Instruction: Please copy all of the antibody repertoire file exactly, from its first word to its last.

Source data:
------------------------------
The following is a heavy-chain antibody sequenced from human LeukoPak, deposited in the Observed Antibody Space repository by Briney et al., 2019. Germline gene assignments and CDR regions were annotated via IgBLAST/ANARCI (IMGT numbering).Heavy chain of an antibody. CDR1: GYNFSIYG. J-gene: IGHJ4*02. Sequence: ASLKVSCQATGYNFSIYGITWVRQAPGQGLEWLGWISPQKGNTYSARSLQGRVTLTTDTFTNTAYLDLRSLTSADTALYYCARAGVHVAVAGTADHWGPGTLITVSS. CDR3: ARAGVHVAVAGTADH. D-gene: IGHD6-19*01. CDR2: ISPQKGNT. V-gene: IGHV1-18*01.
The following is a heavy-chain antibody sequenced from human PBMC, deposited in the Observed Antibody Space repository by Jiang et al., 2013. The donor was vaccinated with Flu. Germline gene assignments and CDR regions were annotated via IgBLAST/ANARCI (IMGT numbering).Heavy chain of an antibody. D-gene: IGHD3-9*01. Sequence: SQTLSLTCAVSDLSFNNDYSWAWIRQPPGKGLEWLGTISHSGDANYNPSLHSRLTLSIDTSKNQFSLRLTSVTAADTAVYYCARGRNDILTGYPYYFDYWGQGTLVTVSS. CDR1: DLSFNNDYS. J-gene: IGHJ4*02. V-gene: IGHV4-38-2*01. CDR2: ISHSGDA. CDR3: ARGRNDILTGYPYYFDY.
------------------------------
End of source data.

The following is a heavy-chain antibody sequenced from human LeukoPak, deposited in the Observed Antibody Space repository by Briney et al., 2019. Germline gene assignments and CDR regions were annotated via IgBLAST/ANARCI (IMGT numbering).Heavy chain of an antibody. CDR1: GYNFSIYG. J-gene: IGHJ4*02. Sequence: ASLKVSCQATGYNFSIYGITWVRQAPGQGLEWLGWISPQKGNTYSARSLQGRVTLTTDTFTNTAYLDLRSLTSADTALYYCARAGVHVAVAGTADHWGPGTLITVSS. CDR3: ARAGVHVAVAGTADH. D-gene: IGHD6-19*01. CDR2: ISPQKGNT. V-gene: IGHV1-18*01.
The following is a heavy-chain antibody sequenced from human PBMC, deposited in the Observed Antibody Space repository by Jiang et al., 2013. The donor was vaccinated with Flu. Germline gene assignments and CDR regions were annotated via IgBLAST/ANARCI (IMGT numbering).Heavy chain of an antibody. D-gene: IGHD3-9*01. Sequence: SQTLSLTCAVSDLSFNNDYSWAWIRQPPGKGLEWLGTISHSGDANYNPSLHSRLTLSIDTSKNQFSLRLTSVTAADTAVYYCARGRNDILTGYPYYFDYWGQGTLVTVSS. CDR1: DLSFNNDYS. J-gene: IGHJ4*02. V-gene: IGHV4-38-2*01. CDR2: ISHSGDA. CDR3: ARGRNDILTGYPYYFDY.